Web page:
Landlord Must Send Cure Notice to Mitchell-Lama Tenant
LVT Number: 17388
Landlord sued to evict Mitchell-Lama tenant. Landlord first sent tenant a notice to cure a substantial obligation of his tenancy by allowing additional, unauthorized persons to live in the apartment. Landlord followed the cure notice with a termination notice. The termination notice restated the claims of the cure notice and added nuisance claims. The termination notice claimed for the first time that tenant engaged in chronic antisocial, disruptive, destructive, dangerous, and illegal behavior. Tenant asked the court to dismiss the case. He claimed that landlord hadn't sent him a notice to cure the nuisance behavior. Landlord claimed that no cure notice was needed because nuisance can't be cured. Landlord pointed to other court decisions that had ruled this. The court ruled against landlord. The other cases didn't involve Mitchell-Lama tenants. Mitchell-Lama regulations require landlord to send a notice to cure if tenant nuisance is claimed. So the portion of landlord's claim regarding nuisance was dismissed. Landlord could proceed to seek eviction based on its other claims.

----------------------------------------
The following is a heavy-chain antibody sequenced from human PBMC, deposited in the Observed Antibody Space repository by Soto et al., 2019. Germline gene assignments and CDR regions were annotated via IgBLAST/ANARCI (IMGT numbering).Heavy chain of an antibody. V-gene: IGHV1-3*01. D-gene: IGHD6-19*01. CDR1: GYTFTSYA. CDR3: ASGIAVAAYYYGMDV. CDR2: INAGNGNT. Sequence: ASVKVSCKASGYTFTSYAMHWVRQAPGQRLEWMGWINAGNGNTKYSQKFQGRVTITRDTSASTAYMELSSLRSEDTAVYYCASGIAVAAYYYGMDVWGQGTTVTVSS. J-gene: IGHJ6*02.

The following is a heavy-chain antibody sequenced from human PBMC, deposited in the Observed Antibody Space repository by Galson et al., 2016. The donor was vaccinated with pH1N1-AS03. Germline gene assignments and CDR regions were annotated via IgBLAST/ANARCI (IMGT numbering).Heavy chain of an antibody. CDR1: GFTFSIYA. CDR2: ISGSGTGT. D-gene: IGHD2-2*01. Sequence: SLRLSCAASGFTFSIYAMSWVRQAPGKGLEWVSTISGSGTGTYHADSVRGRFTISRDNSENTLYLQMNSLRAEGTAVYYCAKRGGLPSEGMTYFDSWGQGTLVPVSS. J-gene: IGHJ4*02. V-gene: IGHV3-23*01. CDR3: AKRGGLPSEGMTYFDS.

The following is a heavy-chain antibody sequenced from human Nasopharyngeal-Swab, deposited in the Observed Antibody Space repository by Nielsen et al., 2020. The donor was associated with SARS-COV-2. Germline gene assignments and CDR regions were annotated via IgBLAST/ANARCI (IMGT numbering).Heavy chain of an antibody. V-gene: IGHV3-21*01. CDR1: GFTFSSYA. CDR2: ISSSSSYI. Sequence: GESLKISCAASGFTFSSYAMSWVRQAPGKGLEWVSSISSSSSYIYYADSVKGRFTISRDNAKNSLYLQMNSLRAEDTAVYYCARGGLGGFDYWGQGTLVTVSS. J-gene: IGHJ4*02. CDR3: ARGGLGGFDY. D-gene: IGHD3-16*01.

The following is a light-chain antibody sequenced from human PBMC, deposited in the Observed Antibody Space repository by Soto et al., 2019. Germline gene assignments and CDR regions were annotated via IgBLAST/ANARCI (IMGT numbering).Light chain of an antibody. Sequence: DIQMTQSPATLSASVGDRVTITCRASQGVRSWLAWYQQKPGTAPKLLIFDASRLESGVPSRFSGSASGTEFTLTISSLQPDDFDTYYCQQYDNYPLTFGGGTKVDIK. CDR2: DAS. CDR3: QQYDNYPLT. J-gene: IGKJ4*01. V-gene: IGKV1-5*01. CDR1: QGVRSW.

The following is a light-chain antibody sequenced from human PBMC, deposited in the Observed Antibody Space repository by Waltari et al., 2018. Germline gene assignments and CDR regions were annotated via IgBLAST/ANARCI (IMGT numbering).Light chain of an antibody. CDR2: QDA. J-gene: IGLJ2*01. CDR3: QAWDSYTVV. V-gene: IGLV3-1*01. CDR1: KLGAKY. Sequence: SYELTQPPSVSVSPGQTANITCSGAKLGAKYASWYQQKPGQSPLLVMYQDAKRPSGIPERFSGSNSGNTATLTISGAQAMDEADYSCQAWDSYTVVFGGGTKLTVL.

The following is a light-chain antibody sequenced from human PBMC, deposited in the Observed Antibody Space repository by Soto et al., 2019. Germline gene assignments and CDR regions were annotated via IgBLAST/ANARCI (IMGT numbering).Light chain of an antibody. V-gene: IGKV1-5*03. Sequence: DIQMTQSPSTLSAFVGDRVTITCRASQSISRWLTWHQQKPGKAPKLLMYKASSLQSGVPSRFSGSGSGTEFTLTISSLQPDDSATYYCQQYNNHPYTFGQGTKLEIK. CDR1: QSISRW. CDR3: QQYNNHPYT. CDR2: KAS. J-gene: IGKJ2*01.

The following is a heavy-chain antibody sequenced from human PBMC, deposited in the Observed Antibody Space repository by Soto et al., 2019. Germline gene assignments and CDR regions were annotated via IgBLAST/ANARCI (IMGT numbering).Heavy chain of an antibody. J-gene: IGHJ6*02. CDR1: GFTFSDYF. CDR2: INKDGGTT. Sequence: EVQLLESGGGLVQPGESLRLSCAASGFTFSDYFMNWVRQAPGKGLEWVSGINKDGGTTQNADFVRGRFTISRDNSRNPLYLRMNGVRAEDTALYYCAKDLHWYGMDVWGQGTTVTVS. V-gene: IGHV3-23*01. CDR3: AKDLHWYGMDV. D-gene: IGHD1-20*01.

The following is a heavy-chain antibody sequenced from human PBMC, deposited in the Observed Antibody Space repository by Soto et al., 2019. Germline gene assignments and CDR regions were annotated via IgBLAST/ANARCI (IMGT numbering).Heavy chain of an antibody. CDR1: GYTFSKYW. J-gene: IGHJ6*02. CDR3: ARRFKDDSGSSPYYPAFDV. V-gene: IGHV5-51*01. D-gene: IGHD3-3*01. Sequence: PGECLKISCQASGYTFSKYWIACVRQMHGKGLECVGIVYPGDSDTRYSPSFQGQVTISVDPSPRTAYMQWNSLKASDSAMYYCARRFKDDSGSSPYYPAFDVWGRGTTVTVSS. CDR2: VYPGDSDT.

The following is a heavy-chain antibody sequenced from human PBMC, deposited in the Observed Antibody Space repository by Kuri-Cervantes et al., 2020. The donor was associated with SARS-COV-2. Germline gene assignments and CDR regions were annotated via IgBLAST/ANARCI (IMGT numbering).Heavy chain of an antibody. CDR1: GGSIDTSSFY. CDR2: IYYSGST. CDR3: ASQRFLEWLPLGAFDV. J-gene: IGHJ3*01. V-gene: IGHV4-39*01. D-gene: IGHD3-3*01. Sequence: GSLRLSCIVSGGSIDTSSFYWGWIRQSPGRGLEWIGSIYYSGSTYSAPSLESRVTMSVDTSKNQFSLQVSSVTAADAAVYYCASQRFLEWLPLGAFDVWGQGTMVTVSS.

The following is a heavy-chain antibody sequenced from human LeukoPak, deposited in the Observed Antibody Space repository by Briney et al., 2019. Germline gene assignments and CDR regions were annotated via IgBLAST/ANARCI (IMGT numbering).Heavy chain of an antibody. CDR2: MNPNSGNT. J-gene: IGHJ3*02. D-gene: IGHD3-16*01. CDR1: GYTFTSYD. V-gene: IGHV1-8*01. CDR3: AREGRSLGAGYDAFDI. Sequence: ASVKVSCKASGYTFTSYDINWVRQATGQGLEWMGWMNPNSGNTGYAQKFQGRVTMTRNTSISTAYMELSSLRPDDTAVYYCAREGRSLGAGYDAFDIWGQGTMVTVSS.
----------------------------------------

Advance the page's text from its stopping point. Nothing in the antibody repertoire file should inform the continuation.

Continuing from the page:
Sea Park West Houses v. Williams: NYLJ, 5/19/04, p. 19, col. 3 (Civ. Ct. Kings; Finkelstein, J)